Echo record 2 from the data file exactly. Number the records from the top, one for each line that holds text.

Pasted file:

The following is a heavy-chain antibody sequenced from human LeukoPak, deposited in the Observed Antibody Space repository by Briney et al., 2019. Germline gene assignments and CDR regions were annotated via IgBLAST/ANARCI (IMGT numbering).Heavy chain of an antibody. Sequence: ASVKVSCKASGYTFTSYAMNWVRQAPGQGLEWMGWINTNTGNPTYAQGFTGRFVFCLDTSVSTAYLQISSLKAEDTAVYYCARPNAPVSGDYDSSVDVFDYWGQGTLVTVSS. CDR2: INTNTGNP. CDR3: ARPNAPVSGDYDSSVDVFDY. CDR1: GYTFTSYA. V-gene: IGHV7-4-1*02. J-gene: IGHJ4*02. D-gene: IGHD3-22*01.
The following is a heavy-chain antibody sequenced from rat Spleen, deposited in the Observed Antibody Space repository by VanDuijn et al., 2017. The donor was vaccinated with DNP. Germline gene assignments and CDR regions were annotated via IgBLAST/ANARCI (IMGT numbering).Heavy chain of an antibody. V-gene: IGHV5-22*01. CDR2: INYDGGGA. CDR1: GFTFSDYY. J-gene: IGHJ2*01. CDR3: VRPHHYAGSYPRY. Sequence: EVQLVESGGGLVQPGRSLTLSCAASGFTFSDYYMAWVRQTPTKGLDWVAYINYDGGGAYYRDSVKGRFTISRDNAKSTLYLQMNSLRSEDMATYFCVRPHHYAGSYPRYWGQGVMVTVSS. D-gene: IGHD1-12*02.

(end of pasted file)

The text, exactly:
The following is a heavy-chain antibody sequenced from rat Spleen, deposited in the Observed Antibody Space repository by VanDuijn et al., 2017. The donor was vaccinated with DNP. Germline gene assignments and CDR regions were annotated via IgBLAST/ANARCI (IMGT numbering).Heavy chain of an antibody. V-gene: IGHV5-22*01. CDR2: INYDGGGA. CDR1: GFTFSDYY. J-gene: IGHJ2*01. CDR3: VRPHHYAGSYPRY. Sequence: EVQLVESGGGLVQPGRSLTLSCAASGFTFSDYYMAWVRQTPTKGLDWVAYINYDGGGAYYRDSVKGRFTISRDNAKSTLYLQMNSLRSEDMATYFCVRPHHYAGSYPRYWGQGVMVTVSS. D-gene: IGHD1-12*02.